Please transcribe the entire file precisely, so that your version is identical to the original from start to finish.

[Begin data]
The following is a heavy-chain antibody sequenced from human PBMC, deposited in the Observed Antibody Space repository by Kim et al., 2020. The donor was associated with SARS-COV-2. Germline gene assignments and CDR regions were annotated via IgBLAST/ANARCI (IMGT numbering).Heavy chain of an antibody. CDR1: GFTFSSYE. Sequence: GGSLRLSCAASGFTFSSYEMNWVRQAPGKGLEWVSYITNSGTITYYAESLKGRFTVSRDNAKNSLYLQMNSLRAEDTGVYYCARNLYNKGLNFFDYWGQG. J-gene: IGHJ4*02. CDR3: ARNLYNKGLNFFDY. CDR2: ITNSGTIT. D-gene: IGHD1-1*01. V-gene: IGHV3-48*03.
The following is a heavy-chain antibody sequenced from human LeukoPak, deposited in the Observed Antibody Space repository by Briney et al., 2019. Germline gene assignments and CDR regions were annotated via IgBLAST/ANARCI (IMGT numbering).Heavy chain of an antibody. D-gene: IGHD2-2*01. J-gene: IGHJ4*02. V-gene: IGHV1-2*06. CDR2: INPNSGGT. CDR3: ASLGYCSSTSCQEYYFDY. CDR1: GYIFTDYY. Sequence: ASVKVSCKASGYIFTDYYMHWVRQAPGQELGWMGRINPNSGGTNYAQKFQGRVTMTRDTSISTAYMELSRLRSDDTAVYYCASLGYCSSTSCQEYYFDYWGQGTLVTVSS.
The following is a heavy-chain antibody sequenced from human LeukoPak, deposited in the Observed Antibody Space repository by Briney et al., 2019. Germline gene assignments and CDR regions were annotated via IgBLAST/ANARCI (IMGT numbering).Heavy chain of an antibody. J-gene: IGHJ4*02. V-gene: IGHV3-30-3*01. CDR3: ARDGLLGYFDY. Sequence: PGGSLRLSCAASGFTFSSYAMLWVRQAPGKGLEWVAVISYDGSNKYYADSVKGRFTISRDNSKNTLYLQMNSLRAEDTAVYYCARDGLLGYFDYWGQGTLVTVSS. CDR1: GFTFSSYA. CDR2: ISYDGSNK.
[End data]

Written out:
The following is a heavy-chain antibody sequenced from human PBMC, deposited in the Observed Antibody Space repository by Kim et al., 2020. The donor was associated with SARS-COV-2. Germline gene assignments and CDR regions were annotated via IgBLAST/ANARCI (IMGT numbering).Heavy chain of an antibody. CDR1: GFTFSSYE. Sequence: GGSLRLSCAASGFTFSSYEMNWVRQAPGKGLEWVSYITNSGTITYYAESLKGRFTVSRDNAKNSLYLQMNSLRAEDTGVYYCARNLYNKGLNFFDYWGQG. J-gene: IGHJ4*02. CDR3: ARNLYNKGLNFFDY. CDR2: ITNSGTIT. D-gene: IGHD1-1*01. V-gene: IGHV3-48*03.
The following is a heavy-chain antibody sequenced from human LeukoPak, deposited in the Observed Antibody Space repository by Briney et al., 2019. Germline gene assignments and CDR regions were annotated via IgBLAST/ANARCI (IMGT numbering).Heavy chain of an antibody. D-gene: IGHD2-2*01. J-gene: IGHJ4*02. V-gene: IGHV1-2*06. CDR2: INPNSGGT. CDR3: ASLGYCSSTSCQEYYFDY. CDR1: GYIFTDYY. Sequence: ASVKVSCKASGYIFTDYYMHWVRQAPGQELGWMGRINPNSGGTNYAQKFQGRVTMTRDTSISTAYMELSRLRSDDTAVYYCASLGYCSSTSCQEYYFDYWGQGTLVTVSS.
The following is a heavy-chain antibody sequenced from human LeukoPak, deposited in the Observed Antibody Space repository by Briney et al., 2019. Germline gene assignments and CDR regions were annotated via IgBLAST/ANARCI (IMGT numbering).Heavy chain of an antibody. J-gene: IGHJ4*02. V-gene: IGHV3-30-3*01. CDR3: ARDGLLGYFDY. Sequence: PGGSLRLSCAASGFTFSSYAMLWVRQAPGKGLEWVAVISYDGSNKYYADSVKGRFTISRDNSKNTLYLQMNSLRAEDTAVYYCARDGLLGYFDYWGQGTLVTVSS. CDR1: GFTFSSYA. CDR2: ISYDGSNK.